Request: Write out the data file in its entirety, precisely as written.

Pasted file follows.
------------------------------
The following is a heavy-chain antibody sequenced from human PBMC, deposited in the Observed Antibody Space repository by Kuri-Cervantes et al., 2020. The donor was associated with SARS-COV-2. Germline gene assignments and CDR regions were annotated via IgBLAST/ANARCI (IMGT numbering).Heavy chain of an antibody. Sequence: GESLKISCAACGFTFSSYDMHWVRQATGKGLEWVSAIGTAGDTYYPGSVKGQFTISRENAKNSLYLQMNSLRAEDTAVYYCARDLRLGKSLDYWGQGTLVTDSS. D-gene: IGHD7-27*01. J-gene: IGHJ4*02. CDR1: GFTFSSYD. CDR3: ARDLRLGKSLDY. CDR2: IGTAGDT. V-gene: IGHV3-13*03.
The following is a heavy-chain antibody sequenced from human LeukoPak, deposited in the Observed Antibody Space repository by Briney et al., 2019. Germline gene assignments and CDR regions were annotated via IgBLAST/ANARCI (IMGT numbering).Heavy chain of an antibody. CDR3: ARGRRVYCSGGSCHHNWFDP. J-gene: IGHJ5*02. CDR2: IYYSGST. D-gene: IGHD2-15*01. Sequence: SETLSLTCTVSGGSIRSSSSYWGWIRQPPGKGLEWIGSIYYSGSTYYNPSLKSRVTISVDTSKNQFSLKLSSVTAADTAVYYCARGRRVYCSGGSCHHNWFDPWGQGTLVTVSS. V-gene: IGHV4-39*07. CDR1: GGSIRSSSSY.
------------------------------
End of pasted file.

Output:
The following is a heavy-chain antibody sequenced from human PBMC, deposited in the Observed Antibody Space repository by Kuri-Cervantes et al., 2020. The donor was associated with SARS-COV-2. Germline gene assignments and CDR regions were annotated via IgBLAST/ANARCI (IMGT numbering).Heavy chain of an antibody. Sequence: GESLKISCAACGFTFSSYDMHWVRQATGKGLEWVSAIGTAGDTYYPGSVKGQFTISRENAKNSLYLQMNSLRAEDTAVYYCARDLRLGKSLDYWGQGTLVTDSS. D-gene: IGHD7-27*01. J-gene: IGHJ4*02. CDR1: GFTFSSYD. CDR3: ARDLRLGKSLDY. CDR2: IGTAGDT. V-gene: IGHV3-13*03.
The following is a heavy-chain antibody sequenced from human LeukoPak, deposited in the Observed Antibody Space repository by Briney et al., 2019. Germline gene assignments and CDR regions were annotated via IgBLAST/ANARCI (IMGT numbering).Heavy chain of an antibody. CDR3: ARGRRVYCSGGSCHHNWFDP. J-gene: IGHJ5*02. CDR2: IYYSGST. D-gene: IGHD2-15*01. Sequence: SETLSLTCTVSGGSIRSSSSYWGWIRQPPGKGLEWIGSIYYSGSTYYNPSLKSRVTISVDTSKNQFSLKLSSVTAADTAVYYCARGRRVYCSGGSCHHNWFDPWGQGTLVTVSS. V-gene: IGHV4-39*07. CDR1: GGSIRSSSSY.